Genetic mutations that severely diminish the activity of aspartoacylase (ASPA) result in the fatal brain dysmyelinating disorder, Canavan disease. There is no effective treatment. ASPA produces free acetate from the concentrated brain metabolite, N-acetylaspartate (NAA). Because acetyl coenzyme A is a key building block for lipid synthesis, we postulated that the inability to catabolize NAA leads to a brain acetate deficiency during a critical period of CNS development, impairing myelination and possibly other aspects of brain development. We tested the hypothesis that acetate supplementation during postnatal myelination would ameliorate the severe phenotype associated with ASPA deficiency using the tremor rat model of Canavan disease. Glyceryltriacetate (GTA) was administered orally to tremor rats starting 7 days after birth, and was continued in food and water after weaning. Motor function, myelin lipids, and brain vacuolation were analyzed in GTA-treated and untreated tremor rats. Significant improvements were observed in motor performance and myelin galactocerebroside content in tremor rats treated with GTA. Further, brain vacuolation was modestly reduced, and these reductions were positively correlated with improved motor performance. We also examined the expression of the acetyl coenzyme A synthesizing enzyme acetyl coenzyme A synthase 1 and found upregulation of expression in tremor rats, with a return to near normal expression levels in GTA-treated tremor rats. These results confirm the critical role played by NAA-derived acetate in brain myelination and development, and demonstrate the potential usefulness of acetate therapy for the treatment of Canavan disease.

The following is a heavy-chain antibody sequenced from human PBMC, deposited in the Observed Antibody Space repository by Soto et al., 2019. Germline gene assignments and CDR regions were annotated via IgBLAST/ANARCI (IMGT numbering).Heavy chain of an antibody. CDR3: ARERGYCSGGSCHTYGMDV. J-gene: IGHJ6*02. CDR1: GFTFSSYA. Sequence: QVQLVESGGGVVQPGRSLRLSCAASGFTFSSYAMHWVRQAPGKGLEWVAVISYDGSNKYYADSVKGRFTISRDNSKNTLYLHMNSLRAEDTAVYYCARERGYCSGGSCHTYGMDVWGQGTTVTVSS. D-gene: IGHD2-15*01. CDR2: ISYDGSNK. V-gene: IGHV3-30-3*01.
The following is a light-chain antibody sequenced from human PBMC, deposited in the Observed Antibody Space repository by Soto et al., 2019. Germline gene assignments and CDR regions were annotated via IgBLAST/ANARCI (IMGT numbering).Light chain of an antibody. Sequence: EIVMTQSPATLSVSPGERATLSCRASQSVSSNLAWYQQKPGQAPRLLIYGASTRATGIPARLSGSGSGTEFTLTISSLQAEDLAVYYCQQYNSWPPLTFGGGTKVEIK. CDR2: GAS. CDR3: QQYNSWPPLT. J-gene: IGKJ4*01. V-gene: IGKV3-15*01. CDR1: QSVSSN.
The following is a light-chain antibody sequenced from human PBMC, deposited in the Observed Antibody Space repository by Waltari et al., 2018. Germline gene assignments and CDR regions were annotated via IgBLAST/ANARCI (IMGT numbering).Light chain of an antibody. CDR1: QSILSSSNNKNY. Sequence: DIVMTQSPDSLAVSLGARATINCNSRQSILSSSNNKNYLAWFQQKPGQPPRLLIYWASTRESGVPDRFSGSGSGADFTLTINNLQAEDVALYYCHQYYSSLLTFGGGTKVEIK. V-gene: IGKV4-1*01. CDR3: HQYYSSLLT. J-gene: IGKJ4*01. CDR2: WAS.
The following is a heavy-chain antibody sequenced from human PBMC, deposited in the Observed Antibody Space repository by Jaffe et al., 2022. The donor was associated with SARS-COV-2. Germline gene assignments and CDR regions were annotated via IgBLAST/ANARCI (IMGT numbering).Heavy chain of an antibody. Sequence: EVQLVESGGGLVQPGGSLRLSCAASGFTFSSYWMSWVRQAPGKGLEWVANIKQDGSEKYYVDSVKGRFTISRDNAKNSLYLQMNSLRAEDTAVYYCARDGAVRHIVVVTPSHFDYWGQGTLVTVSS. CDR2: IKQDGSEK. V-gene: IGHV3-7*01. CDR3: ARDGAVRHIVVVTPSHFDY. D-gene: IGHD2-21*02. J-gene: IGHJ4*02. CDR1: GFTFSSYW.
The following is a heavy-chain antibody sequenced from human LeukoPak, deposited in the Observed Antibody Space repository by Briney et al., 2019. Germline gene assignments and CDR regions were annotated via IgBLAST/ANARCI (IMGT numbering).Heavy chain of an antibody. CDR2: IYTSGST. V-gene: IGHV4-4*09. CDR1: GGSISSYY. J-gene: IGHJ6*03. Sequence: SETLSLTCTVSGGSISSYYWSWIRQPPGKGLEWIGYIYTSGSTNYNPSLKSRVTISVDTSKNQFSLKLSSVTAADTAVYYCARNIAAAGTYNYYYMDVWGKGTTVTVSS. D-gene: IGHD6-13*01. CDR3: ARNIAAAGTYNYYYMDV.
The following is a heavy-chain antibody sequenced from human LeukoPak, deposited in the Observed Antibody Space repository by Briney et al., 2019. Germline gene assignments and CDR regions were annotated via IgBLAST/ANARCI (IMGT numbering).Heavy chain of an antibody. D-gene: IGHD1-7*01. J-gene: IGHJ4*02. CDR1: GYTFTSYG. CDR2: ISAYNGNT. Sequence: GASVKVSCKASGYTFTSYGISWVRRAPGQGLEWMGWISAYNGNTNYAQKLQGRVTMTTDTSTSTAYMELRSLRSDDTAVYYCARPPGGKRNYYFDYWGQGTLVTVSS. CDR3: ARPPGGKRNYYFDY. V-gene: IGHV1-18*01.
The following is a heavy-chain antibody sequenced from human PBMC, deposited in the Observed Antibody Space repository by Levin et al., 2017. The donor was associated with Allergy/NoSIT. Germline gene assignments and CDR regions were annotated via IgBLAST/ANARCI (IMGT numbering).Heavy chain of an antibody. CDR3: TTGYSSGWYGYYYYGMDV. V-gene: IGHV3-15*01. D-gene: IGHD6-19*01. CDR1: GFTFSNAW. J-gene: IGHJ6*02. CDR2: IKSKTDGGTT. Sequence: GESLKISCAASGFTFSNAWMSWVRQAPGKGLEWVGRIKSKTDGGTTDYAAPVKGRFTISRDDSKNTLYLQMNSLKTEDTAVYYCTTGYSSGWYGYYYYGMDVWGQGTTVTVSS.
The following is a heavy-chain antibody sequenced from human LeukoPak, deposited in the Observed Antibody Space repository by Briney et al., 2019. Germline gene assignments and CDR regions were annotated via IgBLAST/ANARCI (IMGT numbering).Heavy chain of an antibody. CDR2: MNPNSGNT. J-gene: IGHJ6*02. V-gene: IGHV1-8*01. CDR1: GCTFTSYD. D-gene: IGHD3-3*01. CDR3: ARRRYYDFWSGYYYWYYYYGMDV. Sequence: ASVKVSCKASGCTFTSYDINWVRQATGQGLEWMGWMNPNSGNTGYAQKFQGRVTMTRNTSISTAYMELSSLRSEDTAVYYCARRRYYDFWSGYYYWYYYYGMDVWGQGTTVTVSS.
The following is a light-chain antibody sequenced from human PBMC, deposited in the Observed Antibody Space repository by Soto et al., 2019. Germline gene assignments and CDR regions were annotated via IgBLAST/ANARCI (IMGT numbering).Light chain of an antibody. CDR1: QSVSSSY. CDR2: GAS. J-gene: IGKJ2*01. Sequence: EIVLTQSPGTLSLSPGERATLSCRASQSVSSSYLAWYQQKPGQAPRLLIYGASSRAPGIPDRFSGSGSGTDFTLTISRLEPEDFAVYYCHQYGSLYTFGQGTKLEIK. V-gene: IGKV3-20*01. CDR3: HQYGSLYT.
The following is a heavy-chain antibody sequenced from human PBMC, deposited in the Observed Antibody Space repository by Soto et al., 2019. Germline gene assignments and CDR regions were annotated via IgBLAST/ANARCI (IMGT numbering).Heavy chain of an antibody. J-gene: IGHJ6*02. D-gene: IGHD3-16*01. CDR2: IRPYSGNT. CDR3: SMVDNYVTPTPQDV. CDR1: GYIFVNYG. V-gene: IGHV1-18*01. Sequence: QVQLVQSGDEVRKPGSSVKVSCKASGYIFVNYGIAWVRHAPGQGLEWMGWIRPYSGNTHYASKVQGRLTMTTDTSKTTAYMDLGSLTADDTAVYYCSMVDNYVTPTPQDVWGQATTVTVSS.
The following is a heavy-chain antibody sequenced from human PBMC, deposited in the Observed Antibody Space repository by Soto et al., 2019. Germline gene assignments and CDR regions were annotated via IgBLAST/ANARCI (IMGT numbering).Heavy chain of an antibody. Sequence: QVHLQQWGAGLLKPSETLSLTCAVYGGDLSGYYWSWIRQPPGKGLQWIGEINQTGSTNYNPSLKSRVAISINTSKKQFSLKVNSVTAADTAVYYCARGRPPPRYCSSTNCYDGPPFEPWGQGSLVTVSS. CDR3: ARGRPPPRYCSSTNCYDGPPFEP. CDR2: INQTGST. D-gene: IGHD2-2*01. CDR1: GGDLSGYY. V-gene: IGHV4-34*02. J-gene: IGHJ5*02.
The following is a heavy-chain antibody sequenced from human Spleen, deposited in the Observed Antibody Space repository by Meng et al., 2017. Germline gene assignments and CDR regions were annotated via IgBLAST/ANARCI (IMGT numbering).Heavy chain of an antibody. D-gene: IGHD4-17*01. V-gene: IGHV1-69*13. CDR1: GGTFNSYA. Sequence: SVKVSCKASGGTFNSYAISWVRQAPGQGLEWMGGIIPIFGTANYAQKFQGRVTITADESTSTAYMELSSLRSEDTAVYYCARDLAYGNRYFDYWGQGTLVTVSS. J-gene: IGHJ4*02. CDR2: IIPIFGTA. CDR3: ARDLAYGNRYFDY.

PMCID: PMC2877317  PMID: 20464498